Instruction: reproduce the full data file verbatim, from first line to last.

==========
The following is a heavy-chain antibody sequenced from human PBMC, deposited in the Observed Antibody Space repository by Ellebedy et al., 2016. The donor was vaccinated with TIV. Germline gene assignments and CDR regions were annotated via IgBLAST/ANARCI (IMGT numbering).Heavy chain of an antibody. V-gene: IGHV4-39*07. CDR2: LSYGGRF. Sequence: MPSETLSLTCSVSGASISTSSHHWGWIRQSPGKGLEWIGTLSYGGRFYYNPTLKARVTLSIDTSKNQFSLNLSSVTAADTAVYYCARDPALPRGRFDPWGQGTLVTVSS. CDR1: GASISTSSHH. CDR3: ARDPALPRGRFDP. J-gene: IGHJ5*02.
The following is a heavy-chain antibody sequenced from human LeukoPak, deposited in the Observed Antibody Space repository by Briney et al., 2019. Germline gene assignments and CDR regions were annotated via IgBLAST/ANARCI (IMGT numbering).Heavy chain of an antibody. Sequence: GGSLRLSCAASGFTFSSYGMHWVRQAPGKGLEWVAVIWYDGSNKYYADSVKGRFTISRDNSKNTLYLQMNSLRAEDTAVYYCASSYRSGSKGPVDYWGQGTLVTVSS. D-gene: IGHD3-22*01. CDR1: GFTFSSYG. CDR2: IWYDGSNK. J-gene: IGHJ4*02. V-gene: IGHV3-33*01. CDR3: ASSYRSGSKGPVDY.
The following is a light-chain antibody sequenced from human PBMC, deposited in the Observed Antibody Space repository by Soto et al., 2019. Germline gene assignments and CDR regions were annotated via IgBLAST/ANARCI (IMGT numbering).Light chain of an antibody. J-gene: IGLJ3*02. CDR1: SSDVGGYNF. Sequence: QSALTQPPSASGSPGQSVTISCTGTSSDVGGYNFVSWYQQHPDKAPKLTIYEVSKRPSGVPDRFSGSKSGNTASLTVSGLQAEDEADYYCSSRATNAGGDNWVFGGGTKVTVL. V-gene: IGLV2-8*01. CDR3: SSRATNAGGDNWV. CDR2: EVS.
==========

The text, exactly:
The following is a heavy-chain antibody sequenced from human PBMC, deposited in the Observed Antibody Space repository by Ellebedy et al., 2016. The donor was vaccinated with TIV. Germline gene assignments and CDR regions were annotated via IgBLAST/ANARCI (IMGT numbering).Heavy chain of an antibody. V-gene: IGHV4-39*07. CDR2: LSYGGRF. Sequence: MPSETLSLTCSVSGASISTSSHHWGWIRQSPGKGLEWIGTLSYGGRFYYNPTLKARVTLSIDTSKNQFSLNLSSVTAADTAVYYCARDPALPRGRFDPWGQGTLVTVSS. CDR1: GASISTSSHH. CDR3: ARDPALPRGRFDP. J-gene: IGHJ5*02.
The following is a heavy-chain antibody sequenced from human LeukoPak, deposited in the Observed Antibody Space repository by Briney et al., 2019. Germline gene assignments and CDR regions were annotated via IgBLAST/ANARCI (IMGT numbering).Heavy chain of an antibody. Sequence: GGSLRLSCAASGFTFSSYGMHWVRQAPGKGLEWVAVIWYDGSNKYYADSVKGRFTISRDNSKNTLYLQMNSLRAEDTAVYYCASSYRSGSKGPVDYWGQGTLVTVSS. D-gene: IGHD3-22*01. CDR1: GFTFSSYG. CDR2: IWYDGSNK. J-gene: IGHJ4*02. V-gene: IGHV3-33*01. CDR3: ASSYRSGSKGPVDY.
The following is a light-chain antibody sequenced from human PBMC, deposited in the Observed Antibody Space repository by Soto et al., 2019. Germline gene assignments and CDR regions were annotated via IgBLAST/ANARCI (IMGT numbering).Light chain of an antibody. J-gene: IGLJ3*02. CDR1: SSDVGGYNF. Sequence: QSALTQPPSASGSPGQSVTISCTGTSSDVGGYNFVSWYQQHPDKAPKLTIYEVSKRPSGVPDRFSGSKSGNTASLTVSGLQAEDEADYYCSSRATNAGGDNWVFGGGTKVTVL. V-gene: IGLV2-8*01. CDR3: SSRATNAGGDNWV. CDR2: EVS.